No 12 Broad Street

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Jersey houses

12 and 12½ Broad Street, St Helier


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When this picture was taken in the 1970s No 12, just left of centre, was a single property, although it already housed two separate shops at ground floor level

Property name

12 and 12½ Broad Street


Broad Street, St Helier

Type of property

Previously one 19th century town house and shop, this property has now been divided into two two-bay units. Both run through to King Street


12 Broad Street and 55 King Street sold for £950,000 in 2013

Families and businesses associated with the property

12 Broad Street was the only premises on this side of the street known to have housed a bank. In the 1852 Post Office directory the Jersey British Exchange Bank is shown there, as well as milliner Mrs Fanny Hamont (1815- ). The 1851 census reveals her to have been born in Finistere, the wife of Trouet Hamont, a Cooper, born in the Seine department of France. Their daughter Louise (1835- ) was born in Garonne.

In 1861 the occupants were John Watson (1797- ) a tin plate maker, and his wife Elizabeth, born the same year, a bonnet maker. Ten years later the occupation of head of widowed household Anne Arthur (1821- ) was also milliner. She had her schoolmistress daughter Anne (1848- ) living with her.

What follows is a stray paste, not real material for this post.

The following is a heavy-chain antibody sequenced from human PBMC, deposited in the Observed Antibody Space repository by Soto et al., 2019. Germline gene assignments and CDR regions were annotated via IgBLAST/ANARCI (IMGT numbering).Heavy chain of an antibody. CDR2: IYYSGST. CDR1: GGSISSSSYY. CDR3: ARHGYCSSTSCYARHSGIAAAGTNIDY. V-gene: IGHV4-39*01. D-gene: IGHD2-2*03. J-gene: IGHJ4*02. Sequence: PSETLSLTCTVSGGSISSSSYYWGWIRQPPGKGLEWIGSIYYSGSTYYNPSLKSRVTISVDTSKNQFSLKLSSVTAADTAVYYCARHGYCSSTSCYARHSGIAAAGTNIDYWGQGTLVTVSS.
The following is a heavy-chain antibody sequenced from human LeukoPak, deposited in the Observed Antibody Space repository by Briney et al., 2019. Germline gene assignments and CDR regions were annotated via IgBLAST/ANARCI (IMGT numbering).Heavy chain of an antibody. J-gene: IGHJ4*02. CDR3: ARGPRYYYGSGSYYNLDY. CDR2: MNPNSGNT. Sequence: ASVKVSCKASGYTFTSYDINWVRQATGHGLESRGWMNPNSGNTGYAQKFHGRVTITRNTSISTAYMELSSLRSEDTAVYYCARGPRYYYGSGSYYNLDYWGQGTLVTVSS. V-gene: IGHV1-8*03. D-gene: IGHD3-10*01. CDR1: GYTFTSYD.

The family of watchmaker and jeweller Henry Courtenay, born in England in 1822, were the next occupants of the premises. He was married to Jemima, nee Baxter (1830-1873) and they had children John (1853- ), William Henry (1855-1911), Alice (1856- ), Philip Frederick (1858- ), Elizabeth (1859-1941) and Emma Louisa (1861- ). William Henry married Louisa Emily Miller (1859-1929) and they had six children, Henry William (1882- ), Frederick John (1885- ), Nellie Elizabeth (1886- ), Arthur Thomas (1887-1905), Charles George (1892-1914) and Katherine Alice (1894- ).

Tea dealer and stationer William Rose was shown as the occupier of No 12 in 1886 and 1890 almanacs, followed by his widow in 1895. The premises backed on to 55 King Street. Mrs Selina Stevens ran a fancy repository in the 1900s and then hosier William Henry Saunders was in business until the 1950s, followed by Wellman's and G Longstreeth.

Historic Environment Record entry

Listed building

Mid-late 19th century building that contributes to the character of this section of Broad Street. One of a pair of shops. 3 storey, 2 bay. Front, southwest elevation: slate roof with rendered chimneystack to west gable. Walls render with ashlar effect. Windows 4 pane (2/2) timber round headed sash windows. Shop floor runs through to King Street.

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